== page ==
Health officials in Michigan have confirmed the state’s first human case of Sin Nombre hantavirus, an illness you can catch from rodents (specifically from their urine, saliva, or poop) but not from other people

According to the Michigan Department of Health and Human Services (MDHHS) an adult woman had to go to the hospital for a serious pulmonary illness resulting from hantavirus. She has since been treated, and is no longer at the hospital. MDHHS thinks she contracted it while cleaning a dwelling that had signs warning of an active rodent infestation.

That place had been unoccupied for two years. 

“We believe the individual was exposed when cleaning out the dwelling. Fecal matter … from the infestation likely became airborne during cleaning and was inhaled by the individual,” said a spokeswoman for the Washtenaw County health department, Susan Ringler-Cerniglia. “This infection is still considered very rare and can be avoided, even with significant infestations, with precautions when cleaning.”

Local 4 adds that hantavirus pulmonary syndrome (HPS), which occurs worldwide, has stricken people throughout the U.S. and the Americas since it was first found in sickened patients in the southwest states in 1993. Hantavirus infections are usually the result of activities that put humans around infected rodents. People can get it from disturbing or inhaling the aforementioned recently dried excreta from rodents, or by ingesting water/food that’s been contaminated. You can also get it from bites. And also most cases have been tied to the spring and summer.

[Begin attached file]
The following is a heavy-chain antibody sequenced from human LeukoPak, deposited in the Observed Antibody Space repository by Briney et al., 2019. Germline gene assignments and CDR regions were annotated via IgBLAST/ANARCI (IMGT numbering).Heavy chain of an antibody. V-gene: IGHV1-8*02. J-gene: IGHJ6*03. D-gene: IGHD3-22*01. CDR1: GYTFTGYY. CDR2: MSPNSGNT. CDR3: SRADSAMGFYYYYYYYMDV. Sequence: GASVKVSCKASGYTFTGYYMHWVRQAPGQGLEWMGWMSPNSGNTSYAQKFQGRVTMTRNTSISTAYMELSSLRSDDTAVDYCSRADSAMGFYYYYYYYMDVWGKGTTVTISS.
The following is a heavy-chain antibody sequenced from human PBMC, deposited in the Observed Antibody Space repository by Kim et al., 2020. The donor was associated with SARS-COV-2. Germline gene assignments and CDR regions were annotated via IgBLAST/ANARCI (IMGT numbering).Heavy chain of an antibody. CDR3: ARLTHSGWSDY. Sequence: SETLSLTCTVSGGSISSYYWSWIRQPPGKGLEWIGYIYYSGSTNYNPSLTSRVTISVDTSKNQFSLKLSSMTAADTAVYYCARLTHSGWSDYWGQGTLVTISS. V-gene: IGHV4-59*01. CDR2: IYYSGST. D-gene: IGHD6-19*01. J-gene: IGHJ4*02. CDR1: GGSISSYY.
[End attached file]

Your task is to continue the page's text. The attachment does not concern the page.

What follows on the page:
“HPS is caused by some strains of hantavirus and is a rare but severe and sometimes fatal respiratory disease that can occur one to five weeks after a person has exposure to fresh urine, droppings or saliva from infected rodents,” said the chief medical executive and chief deputy for health at MDHHS, Dr. Joneigh Khaldun, in a statement. “Anyone who comes into contact with rodents that carry hantavirus is at risk for HPS and healthcare providers with a suspect case of hantavirus should contact their local health department to report the case and discuss options for confirmatory testing.”

Symptoms of HPS include the following unenviable issues: fever, chills, body aches, headache and gastro-intestinal signs such as nausea, vomiting, diarrhea and abdominal pain. If it gets worse you can also have coughing and shortness of breath. Roughly 38 percent of those who contract HPS die. 

Though it’s not something to go into complete panic mode over (note that first human case in Michigan state history part) tips were provided on how one could avoid the illness should one be concerned. 

“You can prevent exposure to hantavirus and other diseases by taking steps to keep mice and rats out of your home and properly cleaning rodent urine, dropping and nesting materials (including using disinfectant) if you see rodents or evidence of rodents around your home,” added Ringler-Cerniglia.

Most disinfectants work. Also if you have a heavy rodent infestation you may just want to hire a professional. 

“Things such as seeing a rodent while out for a walk or a hike pose no risk to you,” Ringler-Cerniglia continued. “Similarly, if your pet finds or kills a rodent, neither dogs nor cats can transmit hantavirus to humans.”